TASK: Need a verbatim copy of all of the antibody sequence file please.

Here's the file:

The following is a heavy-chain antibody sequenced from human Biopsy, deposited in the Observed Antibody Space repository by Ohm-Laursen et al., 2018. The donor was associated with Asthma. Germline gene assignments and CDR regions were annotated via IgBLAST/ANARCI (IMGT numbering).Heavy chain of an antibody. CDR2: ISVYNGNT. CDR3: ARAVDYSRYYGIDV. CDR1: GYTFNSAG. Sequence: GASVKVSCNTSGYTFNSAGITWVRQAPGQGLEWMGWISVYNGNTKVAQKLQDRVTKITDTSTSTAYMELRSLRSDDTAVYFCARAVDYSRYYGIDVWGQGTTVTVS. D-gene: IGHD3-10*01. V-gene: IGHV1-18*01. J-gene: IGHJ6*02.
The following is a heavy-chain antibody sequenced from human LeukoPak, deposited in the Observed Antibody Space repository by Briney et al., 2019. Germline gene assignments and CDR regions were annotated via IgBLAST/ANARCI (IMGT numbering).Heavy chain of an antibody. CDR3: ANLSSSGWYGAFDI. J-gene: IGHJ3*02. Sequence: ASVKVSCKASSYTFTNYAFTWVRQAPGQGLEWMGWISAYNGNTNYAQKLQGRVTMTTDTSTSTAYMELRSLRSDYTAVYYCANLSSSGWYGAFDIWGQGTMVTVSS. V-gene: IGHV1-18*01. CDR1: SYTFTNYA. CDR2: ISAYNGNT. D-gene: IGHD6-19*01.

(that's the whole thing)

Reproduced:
The following is a heavy-chain antibody sequenced from human Biopsy, deposited in the Observed Antibody Space repository by Ohm-Laursen et al., 2018. The donor was associated with Asthma. Germline gene assignments and CDR regions were annotated via IgBLAST/ANARCI (IMGT numbering).Heavy chain of an antibody. CDR2: ISVYNGNT. CDR3: ARAVDYSRYYGIDV. CDR1: GYTFNSAG. Sequence: GASVKVSCNTSGYTFNSAGITWVRQAPGQGLEWMGWISVYNGNTKVAQKLQDRVTKITDTSTSTAYMELRSLRSDDTAVYFCARAVDYSRYYGIDVWGQGTTVTVS. D-gene: IGHD3-10*01. V-gene: IGHV1-18*01. J-gene: IGHJ6*02.
The following is a heavy-chain antibody sequenced from human LeukoPak, deposited in the Observed Antibody Space repository by Briney et al., 2019. Germline gene assignments and CDR regions were annotated via IgBLAST/ANARCI (IMGT numbering).Heavy chain of an antibody. CDR3: ANLSSSGWYGAFDI. J-gene: IGHJ3*02. Sequence: ASVKVSCKASSYTFTNYAFTWVRQAPGQGLEWMGWISAYNGNTNYAQKLQGRVTMTTDTSTSTAYMELRSLRSDYTAVYYCANLSSSGWYGAFDIWGQGTMVTVSS. V-gene: IGHV1-18*01. CDR1: SYTFTNYA. CDR2: ISAYNGNT. D-gene: IGHD6-19*01.